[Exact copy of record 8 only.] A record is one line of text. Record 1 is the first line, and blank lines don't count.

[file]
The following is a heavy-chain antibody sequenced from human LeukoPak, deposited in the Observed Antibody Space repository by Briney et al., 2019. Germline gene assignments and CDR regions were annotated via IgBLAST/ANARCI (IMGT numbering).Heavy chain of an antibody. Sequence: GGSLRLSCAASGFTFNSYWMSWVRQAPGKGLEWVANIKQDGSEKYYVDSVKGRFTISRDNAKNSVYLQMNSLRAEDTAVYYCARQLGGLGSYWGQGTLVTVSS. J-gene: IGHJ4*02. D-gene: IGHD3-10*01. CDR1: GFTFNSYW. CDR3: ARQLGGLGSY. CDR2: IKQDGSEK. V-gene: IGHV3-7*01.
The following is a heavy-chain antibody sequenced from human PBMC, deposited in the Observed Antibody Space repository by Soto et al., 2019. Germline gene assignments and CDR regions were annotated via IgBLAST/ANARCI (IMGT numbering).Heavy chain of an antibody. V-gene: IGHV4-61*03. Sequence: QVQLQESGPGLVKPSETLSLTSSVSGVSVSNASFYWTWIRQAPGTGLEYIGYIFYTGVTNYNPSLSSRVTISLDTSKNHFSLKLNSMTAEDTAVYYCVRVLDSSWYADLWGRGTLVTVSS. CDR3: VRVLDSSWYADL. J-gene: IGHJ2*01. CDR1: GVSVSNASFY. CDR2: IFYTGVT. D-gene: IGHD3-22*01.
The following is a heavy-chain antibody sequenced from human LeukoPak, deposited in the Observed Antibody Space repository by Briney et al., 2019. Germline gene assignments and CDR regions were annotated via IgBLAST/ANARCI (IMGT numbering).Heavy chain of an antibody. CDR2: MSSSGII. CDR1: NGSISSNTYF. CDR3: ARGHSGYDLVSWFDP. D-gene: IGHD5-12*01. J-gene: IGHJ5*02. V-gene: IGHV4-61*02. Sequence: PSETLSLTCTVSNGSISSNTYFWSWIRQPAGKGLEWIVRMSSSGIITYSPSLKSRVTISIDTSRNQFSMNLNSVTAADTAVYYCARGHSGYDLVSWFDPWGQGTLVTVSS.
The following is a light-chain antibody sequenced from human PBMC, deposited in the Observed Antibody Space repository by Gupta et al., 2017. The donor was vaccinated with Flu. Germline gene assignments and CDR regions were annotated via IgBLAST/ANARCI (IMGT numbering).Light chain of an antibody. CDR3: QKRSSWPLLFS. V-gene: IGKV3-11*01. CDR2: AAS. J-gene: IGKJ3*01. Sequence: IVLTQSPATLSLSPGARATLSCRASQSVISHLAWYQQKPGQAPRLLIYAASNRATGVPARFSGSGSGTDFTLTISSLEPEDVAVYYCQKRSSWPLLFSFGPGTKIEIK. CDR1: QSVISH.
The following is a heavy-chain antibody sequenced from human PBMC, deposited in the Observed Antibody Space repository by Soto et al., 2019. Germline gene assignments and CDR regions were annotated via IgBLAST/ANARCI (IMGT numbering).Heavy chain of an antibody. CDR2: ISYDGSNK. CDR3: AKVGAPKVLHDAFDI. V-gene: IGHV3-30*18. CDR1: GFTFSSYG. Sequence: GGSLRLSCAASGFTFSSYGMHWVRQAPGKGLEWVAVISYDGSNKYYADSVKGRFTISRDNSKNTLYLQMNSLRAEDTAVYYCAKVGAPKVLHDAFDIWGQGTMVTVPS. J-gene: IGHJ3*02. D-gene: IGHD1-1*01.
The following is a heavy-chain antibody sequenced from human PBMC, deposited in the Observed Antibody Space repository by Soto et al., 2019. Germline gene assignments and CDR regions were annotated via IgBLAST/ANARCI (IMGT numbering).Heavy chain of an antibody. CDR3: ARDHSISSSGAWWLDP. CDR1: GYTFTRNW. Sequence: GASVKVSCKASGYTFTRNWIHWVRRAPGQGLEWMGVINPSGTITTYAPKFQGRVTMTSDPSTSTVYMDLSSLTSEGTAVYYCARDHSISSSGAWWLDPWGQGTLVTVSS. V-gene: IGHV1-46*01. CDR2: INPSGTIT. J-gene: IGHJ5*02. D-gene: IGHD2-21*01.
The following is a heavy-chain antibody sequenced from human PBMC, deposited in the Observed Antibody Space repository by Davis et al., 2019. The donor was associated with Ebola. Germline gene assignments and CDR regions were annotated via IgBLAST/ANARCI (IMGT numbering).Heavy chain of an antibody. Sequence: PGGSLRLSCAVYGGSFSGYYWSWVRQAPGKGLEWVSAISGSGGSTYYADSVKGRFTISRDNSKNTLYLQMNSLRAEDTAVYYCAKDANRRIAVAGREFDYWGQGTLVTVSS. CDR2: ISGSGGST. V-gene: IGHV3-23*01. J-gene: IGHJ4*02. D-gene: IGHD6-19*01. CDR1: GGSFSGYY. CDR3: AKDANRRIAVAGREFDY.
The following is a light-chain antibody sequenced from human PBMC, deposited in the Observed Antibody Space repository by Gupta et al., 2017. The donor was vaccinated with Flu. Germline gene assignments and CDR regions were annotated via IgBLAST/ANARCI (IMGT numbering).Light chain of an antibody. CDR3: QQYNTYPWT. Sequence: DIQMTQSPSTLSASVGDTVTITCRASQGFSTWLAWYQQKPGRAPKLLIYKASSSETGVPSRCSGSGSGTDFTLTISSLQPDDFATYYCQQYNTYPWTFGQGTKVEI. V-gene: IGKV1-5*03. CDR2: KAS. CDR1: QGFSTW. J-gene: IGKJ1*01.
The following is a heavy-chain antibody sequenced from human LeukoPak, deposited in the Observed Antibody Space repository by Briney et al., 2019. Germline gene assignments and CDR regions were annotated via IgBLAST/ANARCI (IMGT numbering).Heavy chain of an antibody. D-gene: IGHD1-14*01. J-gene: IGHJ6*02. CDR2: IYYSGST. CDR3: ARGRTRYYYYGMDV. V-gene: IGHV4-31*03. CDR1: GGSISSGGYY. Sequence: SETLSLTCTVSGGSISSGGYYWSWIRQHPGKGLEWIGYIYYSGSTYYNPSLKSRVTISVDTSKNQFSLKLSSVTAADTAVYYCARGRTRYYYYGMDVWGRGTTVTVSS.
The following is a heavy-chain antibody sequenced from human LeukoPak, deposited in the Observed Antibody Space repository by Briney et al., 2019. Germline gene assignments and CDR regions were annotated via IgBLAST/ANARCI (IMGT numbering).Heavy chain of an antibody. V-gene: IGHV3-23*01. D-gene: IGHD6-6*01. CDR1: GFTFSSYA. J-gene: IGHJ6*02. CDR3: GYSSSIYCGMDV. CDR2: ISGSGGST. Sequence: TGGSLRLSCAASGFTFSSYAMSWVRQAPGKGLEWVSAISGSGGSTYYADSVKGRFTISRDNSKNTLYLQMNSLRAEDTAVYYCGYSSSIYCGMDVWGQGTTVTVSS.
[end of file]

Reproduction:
The following is a light-chain antibody sequenced from human PBMC, deposited in the Observed Antibody Space repository by Gupta et al., 2017. The donor was vaccinated with Flu. Germline gene assignments and CDR regions were annotated via IgBLAST/ANARCI (IMGT numbering).Light chain of an antibody. CDR3: QQYNTYPWT. Sequence: DIQMTQSPSTLSASVGDTVTITCRASQGFSTWLAWYQQKPGRAPKLLIYKASSSETGVPSRCSGSGSGTDFTLTISSLQPDDFATYYCQQYNTYPWTFGQGTKVEI. V-gene: IGKV1-5*03. CDR2: KAS. CDR1: QGFSTW. J-gene: IGKJ1*01.